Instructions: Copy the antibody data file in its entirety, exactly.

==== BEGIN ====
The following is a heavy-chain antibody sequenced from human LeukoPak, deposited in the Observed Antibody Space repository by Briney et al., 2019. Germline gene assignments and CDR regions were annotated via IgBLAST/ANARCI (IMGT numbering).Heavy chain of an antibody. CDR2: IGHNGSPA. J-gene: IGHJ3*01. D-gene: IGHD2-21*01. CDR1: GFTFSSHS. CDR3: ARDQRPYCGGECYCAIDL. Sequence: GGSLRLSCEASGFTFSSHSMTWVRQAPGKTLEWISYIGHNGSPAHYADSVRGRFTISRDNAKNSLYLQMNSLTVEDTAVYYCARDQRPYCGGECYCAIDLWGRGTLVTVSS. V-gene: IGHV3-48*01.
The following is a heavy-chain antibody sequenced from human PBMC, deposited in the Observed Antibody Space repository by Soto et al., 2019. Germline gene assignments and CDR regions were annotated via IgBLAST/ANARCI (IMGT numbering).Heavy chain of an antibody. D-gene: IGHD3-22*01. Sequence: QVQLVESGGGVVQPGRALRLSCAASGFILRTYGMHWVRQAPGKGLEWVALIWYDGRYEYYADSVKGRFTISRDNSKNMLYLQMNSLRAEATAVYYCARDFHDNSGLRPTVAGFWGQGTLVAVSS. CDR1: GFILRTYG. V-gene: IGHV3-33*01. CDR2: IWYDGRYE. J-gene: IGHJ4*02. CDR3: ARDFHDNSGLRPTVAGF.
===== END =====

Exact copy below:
The following is a heavy-chain antibody sequenced from human LeukoPak, deposited in the Observed Antibody Space repository by Briney et al., 2019. Germline gene assignments and CDR regions were annotated via IgBLAST/ANARCI (IMGT numbering).Heavy chain of an antibody. CDR2: IGHNGSPA. J-gene: IGHJ3*01. D-gene: IGHD2-21*01. CDR1: GFTFSSHS. CDR3: ARDQRPYCGGECYCAIDL. Sequence: GGSLRLSCEASGFTFSSHSMTWVRQAPGKTLEWISYIGHNGSPAHYADSVRGRFTISRDNAKNSLYLQMNSLTVEDTAVYYCARDQRPYCGGECYCAIDLWGRGTLVTVSS. V-gene: IGHV3-48*01.
The following is a heavy-chain antibody sequenced from human PBMC, deposited in the Observed Antibody Space repository by Soto et al., 2019. Germline gene assignments and CDR regions were annotated via IgBLAST/ANARCI (IMGT numbering).Heavy chain of an antibody. D-gene: IGHD3-22*01. Sequence: QVQLVESGGGVVQPGRALRLSCAASGFILRTYGMHWVRQAPGKGLEWVALIWYDGRYEYYADSVKGRFTISRDNSKNMLYLQMNSLRAEATAVYYCARDFHDNSGLRPTVAGFWGQGTLVAVSS. CDR1: GFILRTYG. V-gene: IGHV3-33*01. CDR2: IWYDGRYE. J-gene: IGHJ4*02. CDR3: ARDFHDNSGLRPTVAGF.